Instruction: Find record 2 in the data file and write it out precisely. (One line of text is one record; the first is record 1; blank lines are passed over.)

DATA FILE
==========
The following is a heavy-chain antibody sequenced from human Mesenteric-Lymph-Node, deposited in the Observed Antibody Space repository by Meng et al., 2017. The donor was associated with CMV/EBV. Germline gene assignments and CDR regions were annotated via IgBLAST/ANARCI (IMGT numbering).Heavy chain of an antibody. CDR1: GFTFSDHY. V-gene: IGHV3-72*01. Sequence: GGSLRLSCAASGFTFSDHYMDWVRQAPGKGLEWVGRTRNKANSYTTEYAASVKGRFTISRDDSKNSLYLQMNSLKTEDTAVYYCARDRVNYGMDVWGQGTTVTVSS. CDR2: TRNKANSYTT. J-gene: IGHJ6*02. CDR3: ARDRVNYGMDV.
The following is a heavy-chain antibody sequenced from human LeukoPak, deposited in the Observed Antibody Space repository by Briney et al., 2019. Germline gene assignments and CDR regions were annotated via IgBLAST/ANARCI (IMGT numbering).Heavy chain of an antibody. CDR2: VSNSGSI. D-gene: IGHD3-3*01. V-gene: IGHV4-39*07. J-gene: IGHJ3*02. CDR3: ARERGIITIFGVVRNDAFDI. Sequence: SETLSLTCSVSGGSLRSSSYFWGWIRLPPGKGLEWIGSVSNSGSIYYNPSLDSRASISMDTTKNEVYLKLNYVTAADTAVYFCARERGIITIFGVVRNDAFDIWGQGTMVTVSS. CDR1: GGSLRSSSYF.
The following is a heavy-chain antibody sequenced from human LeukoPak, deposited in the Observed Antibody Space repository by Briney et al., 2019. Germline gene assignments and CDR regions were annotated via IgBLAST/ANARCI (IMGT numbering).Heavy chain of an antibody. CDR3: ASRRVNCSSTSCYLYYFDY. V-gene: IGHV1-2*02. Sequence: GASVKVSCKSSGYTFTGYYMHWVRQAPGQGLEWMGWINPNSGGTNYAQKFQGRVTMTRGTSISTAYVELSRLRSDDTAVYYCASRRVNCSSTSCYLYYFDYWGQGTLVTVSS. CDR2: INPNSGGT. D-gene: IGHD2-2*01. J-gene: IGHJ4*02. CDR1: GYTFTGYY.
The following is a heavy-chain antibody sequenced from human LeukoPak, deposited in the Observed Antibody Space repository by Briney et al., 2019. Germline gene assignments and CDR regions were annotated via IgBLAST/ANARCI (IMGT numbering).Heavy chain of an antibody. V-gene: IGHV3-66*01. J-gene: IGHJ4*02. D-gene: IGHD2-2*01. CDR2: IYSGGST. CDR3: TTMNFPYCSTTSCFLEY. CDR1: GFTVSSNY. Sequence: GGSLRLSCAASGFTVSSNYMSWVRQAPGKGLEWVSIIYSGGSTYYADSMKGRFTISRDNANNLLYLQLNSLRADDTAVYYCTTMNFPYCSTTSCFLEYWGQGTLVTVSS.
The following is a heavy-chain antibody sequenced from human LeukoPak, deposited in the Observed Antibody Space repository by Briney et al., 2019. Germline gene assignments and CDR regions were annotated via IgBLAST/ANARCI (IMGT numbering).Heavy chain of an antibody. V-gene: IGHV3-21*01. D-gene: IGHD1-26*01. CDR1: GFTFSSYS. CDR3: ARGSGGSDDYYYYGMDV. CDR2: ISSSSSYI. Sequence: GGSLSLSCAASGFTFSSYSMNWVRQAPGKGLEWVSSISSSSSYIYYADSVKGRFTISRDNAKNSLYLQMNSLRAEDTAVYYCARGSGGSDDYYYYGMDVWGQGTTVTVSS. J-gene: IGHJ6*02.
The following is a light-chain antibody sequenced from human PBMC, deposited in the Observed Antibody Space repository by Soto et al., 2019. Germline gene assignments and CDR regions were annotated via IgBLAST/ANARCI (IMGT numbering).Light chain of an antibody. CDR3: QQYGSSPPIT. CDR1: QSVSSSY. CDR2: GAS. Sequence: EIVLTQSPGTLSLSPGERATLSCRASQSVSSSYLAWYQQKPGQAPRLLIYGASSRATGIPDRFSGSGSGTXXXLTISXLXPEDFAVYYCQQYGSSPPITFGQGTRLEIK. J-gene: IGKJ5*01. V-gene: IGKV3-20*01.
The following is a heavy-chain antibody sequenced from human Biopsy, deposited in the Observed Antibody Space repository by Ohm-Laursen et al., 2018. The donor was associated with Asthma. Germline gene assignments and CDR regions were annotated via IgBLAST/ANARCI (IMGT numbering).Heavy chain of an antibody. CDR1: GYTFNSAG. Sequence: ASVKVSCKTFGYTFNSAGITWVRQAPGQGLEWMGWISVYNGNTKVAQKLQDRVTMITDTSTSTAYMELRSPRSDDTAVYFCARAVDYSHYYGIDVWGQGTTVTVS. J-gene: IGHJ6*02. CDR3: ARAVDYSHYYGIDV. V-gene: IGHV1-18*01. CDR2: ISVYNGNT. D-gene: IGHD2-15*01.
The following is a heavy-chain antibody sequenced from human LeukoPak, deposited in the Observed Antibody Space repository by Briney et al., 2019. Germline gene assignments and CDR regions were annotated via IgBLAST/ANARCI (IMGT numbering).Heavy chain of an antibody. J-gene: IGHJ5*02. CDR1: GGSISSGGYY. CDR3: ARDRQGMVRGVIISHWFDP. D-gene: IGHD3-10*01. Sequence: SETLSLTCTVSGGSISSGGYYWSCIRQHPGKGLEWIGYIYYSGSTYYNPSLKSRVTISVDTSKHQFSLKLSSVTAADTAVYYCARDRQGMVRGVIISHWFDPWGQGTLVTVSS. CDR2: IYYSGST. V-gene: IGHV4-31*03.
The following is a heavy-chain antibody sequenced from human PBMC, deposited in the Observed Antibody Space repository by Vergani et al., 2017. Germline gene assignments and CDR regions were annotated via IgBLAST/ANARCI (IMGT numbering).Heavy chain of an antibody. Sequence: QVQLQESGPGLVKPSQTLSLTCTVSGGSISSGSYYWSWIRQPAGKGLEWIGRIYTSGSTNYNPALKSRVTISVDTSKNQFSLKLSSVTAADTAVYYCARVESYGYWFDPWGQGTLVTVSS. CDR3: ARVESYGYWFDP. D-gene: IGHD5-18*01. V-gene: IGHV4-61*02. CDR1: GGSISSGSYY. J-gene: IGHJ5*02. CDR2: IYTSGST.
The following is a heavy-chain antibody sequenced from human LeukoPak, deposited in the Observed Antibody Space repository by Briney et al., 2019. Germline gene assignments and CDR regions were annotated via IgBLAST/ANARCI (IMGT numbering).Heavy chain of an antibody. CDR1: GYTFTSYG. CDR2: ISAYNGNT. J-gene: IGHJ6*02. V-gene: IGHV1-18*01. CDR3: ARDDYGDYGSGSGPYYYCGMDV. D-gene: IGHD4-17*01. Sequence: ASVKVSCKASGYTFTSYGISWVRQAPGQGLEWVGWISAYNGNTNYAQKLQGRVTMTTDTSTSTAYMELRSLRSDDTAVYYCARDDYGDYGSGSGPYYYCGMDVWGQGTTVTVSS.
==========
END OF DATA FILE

The following is a heavy-chain antibody sequenced from human LeukoPak, deposited in the Observed Antibody Space repository by Briney et al., 2019. Germline gene assignments and CDR regions were annotated via IgBLAST/ANARCI (IMGT numbering).Heavy chain of an antibody. CDR2: VSNSGSI. D-gene: IGHD3-3*01. V-gene: IGHV4-39*07. J-gene: IGHJ3*02. CDR3: ARERGIITIFGVVRNDAFDI. Sequence: SETLSLTCSVSGGSLRSSSYFWGWIRLPPGKGLEWIGSVSNSGSIYYNPSLDSRASISMDTTKNEVYLKLNYVTAADTAVYFCARERGIITIFGVVRNDAFDIWGQGTMVTVSS. CDR1: GGSLRSSSYF.